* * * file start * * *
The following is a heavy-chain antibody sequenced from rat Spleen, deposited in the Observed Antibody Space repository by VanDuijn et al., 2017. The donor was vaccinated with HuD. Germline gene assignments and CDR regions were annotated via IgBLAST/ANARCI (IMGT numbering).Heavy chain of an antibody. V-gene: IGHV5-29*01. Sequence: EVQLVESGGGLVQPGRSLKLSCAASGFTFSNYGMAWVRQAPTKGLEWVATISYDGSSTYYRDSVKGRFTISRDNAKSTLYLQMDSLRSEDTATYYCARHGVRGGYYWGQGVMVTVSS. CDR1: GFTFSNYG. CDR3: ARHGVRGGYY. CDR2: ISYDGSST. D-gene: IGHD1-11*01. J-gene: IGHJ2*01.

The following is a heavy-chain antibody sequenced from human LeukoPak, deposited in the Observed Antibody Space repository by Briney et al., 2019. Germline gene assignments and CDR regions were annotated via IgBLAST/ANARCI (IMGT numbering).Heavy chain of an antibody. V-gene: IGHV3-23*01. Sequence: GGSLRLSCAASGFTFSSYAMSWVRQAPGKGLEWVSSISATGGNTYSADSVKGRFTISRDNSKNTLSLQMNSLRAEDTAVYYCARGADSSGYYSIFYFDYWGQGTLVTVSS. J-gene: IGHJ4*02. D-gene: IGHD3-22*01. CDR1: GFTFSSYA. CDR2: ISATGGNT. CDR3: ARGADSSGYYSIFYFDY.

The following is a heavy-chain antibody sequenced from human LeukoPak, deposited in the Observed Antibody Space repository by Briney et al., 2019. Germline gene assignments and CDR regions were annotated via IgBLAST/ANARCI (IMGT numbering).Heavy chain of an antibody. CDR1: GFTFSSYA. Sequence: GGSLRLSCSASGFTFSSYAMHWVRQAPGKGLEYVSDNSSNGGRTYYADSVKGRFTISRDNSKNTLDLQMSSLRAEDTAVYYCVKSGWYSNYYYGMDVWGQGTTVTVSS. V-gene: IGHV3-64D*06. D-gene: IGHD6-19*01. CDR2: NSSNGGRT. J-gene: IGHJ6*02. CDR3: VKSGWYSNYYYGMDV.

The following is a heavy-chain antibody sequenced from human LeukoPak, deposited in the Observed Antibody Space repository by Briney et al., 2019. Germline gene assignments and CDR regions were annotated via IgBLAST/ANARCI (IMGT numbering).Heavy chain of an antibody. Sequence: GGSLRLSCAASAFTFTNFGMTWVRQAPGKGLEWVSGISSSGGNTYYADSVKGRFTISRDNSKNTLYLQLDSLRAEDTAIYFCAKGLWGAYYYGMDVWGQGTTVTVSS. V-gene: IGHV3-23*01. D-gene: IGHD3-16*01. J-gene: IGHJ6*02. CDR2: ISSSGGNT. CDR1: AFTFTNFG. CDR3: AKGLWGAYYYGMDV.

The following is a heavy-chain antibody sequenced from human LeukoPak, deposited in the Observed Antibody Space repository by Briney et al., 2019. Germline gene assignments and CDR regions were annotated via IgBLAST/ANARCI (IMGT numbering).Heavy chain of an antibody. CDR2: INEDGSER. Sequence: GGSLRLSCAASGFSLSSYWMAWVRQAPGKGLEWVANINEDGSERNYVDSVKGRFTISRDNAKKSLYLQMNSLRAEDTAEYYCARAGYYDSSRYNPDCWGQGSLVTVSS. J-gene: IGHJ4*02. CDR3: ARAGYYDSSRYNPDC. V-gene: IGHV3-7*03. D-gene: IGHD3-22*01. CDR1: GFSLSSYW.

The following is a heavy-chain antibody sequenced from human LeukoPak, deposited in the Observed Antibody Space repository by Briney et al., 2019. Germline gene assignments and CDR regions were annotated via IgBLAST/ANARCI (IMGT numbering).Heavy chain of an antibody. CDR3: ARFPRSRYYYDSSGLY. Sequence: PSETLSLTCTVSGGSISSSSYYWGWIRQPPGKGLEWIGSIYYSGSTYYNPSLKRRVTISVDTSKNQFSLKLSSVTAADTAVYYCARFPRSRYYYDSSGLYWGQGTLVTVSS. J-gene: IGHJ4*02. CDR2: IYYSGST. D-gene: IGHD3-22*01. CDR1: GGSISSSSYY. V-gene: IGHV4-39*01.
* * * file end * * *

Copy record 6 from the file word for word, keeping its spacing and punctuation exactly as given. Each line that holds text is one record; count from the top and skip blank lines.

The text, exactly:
The following is a heavy-chain antibody sequenced from human LeukoPak, deposited in the Observed Antibody Space repository by Briney et al., 2019. Germline gene assignments and CDR regions were annotated via IgBLAST/ANARCI (IMGT numbering).Heavy chain of an antibody. CDR3: ARFPRSRYYYDSSGLY. Sequence: PSETLSLTCTVSGGSISSSSYYWGWIRQPPGKGLEWIGSIYYSGSTYYNPSLKRRVTISVDTSKNQFSLKLSSVTAADTAVYYCARFPRSRYYYDSSGLYWGQGTLVTVSS. J-gene: IGHJ4*02. CDR2: IYYSGST. D-gene: IGHD3-22*01. CDR1: GGSISSSSYY. V-gene: IGHV4-39*01.